When has planning gone better than capitalism?

When has capitalism not itself involved planning?


how does that image relates to economic planning? I guess nodes depict enterprises but what about links? are they bilateral or unilateral?

anyway, decentralized planning is what we have now
each enterprise plans without synchronizing their own plans with plans of other enterprises
even if we're talking about supplier/recipient relationship, apple setting a tight deadline for foxconn without much consideration as to the actual capacity forces foxconn to "speed up the conveyor line" so to speak
this scenario in general is a major complaint of third world suppliers, some Bangladeshi textile bourg always has his "italian brands setting unrealistic deadlines and astronomical fines" scapegoat ready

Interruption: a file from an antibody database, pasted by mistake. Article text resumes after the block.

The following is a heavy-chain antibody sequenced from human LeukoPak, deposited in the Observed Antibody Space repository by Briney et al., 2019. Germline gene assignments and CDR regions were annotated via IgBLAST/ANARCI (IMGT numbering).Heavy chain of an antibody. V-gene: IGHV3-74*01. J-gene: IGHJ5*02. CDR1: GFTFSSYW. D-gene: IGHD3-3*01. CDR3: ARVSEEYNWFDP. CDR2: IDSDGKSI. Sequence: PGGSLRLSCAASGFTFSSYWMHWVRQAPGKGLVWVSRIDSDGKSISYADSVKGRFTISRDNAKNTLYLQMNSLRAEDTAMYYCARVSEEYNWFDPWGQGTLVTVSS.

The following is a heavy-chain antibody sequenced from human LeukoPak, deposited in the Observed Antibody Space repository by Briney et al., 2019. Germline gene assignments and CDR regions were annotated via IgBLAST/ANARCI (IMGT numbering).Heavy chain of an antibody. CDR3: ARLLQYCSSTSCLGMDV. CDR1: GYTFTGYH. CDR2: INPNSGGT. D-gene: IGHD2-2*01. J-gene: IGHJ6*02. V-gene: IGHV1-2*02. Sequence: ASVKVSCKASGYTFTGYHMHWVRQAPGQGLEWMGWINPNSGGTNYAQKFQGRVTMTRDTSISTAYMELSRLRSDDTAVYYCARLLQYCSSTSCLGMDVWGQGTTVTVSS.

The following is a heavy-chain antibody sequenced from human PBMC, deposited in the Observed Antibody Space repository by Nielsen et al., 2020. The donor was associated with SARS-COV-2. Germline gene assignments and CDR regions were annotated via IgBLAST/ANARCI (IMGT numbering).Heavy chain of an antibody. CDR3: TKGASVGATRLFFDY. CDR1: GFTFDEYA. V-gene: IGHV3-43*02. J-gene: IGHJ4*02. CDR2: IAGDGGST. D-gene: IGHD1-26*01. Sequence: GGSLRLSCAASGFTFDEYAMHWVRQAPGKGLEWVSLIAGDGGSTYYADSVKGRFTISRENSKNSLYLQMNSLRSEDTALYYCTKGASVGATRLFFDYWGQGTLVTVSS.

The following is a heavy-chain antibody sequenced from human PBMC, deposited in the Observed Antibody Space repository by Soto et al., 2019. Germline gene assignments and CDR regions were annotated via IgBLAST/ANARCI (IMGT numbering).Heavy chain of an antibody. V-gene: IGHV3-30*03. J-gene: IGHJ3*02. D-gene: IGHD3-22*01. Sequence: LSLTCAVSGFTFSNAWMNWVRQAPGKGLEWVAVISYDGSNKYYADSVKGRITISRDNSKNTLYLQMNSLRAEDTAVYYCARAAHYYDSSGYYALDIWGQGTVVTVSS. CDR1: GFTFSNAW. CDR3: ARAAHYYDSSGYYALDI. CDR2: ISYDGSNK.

plan can be decentrally drafted, but can't be decentrally enforced
it's a democratic centralist principle - freedom in discussion, unity in action
if some enterprise breaks its contract, thereby sabotaging the whole plan, it must be punished

I think Glushkov with his dialog consensus planning aka Displan really nailed it
Cockshott wants to disaggregate the whole input/output matrix when it is not really necessary
he is obsessed with perfect optimum just like soviet cabinet academicians were
on the other hand Glushkov argued that plan does't need to be perfectly optimal, it only needs to be optimal enough, and with the advancement of computer technology we can gradually disaggregate deeper and deeper, thereby constantly increasing precision of our plans